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I am running geth on a private network with the following command:

geth --datadir firstserver --mine --minerthreads 1 --networkid 1300 --rpcport 8000  --rpcaddr 127.0.0.1 --port 30303 --rpcapi="db,eth,net,web3,personal,admin" --rpc --maxpeers 3 --nodiscover  --cache=2048 --memprofilerate=100 --targetgaslimit 210000000000  console

I have 8 GB of RAM and a quad-core CPU. I am running 1 miner thread.

When I run 24 transaction per second from jmeter the system runs fine, but when I increase it to 28 transactions per second the system freezes.

The CPU use is 370%, memory use 90% and I am not able to do any work on that server. I want to get 200+ transactions per second, how can I achieve that? What should I do to achieve such speeds?

  • I have moved the discussion to chat for better readability, please do not leave a comment here, but join the chat room linked in this comment to discuss the topic. – Waqar Lim Jan 11 '17 at 14:03
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    You need to be more specific as to what the transaction transacts with. A transactions that transacts with a contract requires more CPU time than a transaction that transacts with an empty account. Could you provide some more details so I can perhaps more adequately answer your question? – Jeffrey W. Jan 11 '17 at 19:05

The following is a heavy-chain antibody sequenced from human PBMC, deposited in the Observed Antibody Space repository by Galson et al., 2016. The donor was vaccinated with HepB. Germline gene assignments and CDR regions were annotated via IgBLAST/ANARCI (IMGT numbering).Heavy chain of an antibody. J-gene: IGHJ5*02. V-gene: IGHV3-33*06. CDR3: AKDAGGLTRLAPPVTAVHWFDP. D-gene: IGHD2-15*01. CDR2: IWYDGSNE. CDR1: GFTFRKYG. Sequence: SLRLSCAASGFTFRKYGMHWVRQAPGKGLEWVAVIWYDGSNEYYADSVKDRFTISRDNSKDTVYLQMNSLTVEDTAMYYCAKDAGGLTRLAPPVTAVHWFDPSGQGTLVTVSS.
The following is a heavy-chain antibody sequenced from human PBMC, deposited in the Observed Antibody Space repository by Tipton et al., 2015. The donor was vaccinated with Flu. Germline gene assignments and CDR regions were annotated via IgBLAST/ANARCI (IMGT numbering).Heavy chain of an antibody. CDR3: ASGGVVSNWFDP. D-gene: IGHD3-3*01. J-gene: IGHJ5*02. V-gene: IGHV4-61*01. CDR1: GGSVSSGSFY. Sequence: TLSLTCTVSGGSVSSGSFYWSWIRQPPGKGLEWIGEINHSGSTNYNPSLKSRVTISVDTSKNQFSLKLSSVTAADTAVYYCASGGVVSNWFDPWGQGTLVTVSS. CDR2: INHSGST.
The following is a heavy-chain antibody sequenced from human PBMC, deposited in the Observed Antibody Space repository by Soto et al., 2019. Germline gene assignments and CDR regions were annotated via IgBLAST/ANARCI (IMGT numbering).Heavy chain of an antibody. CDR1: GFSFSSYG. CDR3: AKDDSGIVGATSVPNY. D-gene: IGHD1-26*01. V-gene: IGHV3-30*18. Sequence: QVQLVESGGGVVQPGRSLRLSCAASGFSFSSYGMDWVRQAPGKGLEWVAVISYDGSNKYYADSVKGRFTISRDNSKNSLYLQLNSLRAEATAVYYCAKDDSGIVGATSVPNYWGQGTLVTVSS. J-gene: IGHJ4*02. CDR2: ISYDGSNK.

• @JeffreyW. any type of transaction . suppose i am executing an function to update variable of contract . – Himanshu sharma Jan 12 '17 at 4:57
  • @Himanshusharma you can't say "any transaction". Large complex contracts require more time to execute than small ones. It's like asking "how many programs can I fit in 1GB of ram" - it depends on the size of the program. Transaction throughout isn't a good measurement for ethereum because of it's arbitrary nature. – Jeffrey W. Jan 14 '17 at 20:59
  • I guess it depends whether you are using HDD or SSD. Usually HDD is the bottleneck – Jawad Rafouk Jul 18 '17 at 12:41
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The question is old, but I guess it deserves a general answer. For such problems, there are mainly two possibilities:

  • either you don't have enough RAM

  • or you don't have enough computation power (which you can increase through more CPUs)

To decide between those two issues, you can look at the CPU and memory use, but in some cases (like yours) it is not sufficient. So a good way to know is to look at the data while you are mining (e.g. using htop or top). At the beginning, your CPUs should be at 100% each and your memory use should increase slowly. Then, at some point, one of the following should happen:

  1. your RAM use approaches 80-100%, your swap use begins to increase and your CPU use decreases.

  2. your RAM use stays constant, each CPU use stays near 100%.

In the first case, you have not enough RAM. In the second case, you have not enough computation power.

In you case, you said you achieved 360% CPU use. If it is an average use (as outputed by GNU time), then I would say it is a RAM issue (you should have >= 390% else).

I hope it helps.

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